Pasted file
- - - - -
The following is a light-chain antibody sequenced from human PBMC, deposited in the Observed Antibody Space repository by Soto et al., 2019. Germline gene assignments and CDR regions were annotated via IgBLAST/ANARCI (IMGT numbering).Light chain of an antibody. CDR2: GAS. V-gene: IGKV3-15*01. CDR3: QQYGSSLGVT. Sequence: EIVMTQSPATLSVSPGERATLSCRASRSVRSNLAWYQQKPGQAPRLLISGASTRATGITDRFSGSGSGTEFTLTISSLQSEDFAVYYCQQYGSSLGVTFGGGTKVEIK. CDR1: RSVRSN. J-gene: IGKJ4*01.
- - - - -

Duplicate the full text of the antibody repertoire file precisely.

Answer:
The following is a light-chain antibody sequenced from human PBMC, deposited in the Observed Antibody Space repository by Soto et al., 2019. Germline gene assignments and CDR regions were annotated via IgBLAST/ANARCI (IMGT numbering).Light chain of an antibody. CDR2: GAS. V-gene: IGKV3-15*01. CDR3: QQYGSSLGVT. Sequence: EIVMTQSPATLSVSPGERATLSCRASRSVRSNLAWYQQKPGQAPRLLISGASTRATGITDRFSGSGSGTEFTLTISSLQSEDFAVYYCQQYGSSLGVTFGGGTKVEIK. CDR1: RSVRSN. J-gene: IGKJ4*01.